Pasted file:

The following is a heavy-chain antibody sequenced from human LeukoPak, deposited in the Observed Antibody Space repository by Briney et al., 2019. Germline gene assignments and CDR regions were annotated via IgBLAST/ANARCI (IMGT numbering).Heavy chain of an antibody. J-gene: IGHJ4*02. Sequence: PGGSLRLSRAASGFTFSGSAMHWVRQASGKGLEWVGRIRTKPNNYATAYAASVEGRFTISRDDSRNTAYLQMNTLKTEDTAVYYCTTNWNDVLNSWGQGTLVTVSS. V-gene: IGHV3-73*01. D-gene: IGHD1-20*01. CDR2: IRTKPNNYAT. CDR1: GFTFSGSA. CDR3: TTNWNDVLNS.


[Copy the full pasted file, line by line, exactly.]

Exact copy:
The following is a heavy-chain antibody sequenced from human LeukoPak, deposited in the Observed Antibody Space repository by Briney et al., 2019. Germline gene assignments and CDR regions were annotated via IgBLAST/ANARCI (IMGT numbering).Heavy chain of an antibody. J-gene: IGHJ4*02. Sequence: PGGSLRLSRAASGFTFSGSAMHWVRQASGKGLEWVGRIRTKPNNYATAYAASVEGRFTISRDDSRNTAYLQMNTLKTEDTAVYYCTTNWNDVLNSWGQGTLVTVSS. V-gene: IGHV3-73*01. D-gene: IGHD1-20*01. CDR2: IRTKPNNYAT. CDR1: GFTFSGSA. CDR3: TTNWNDVLNS.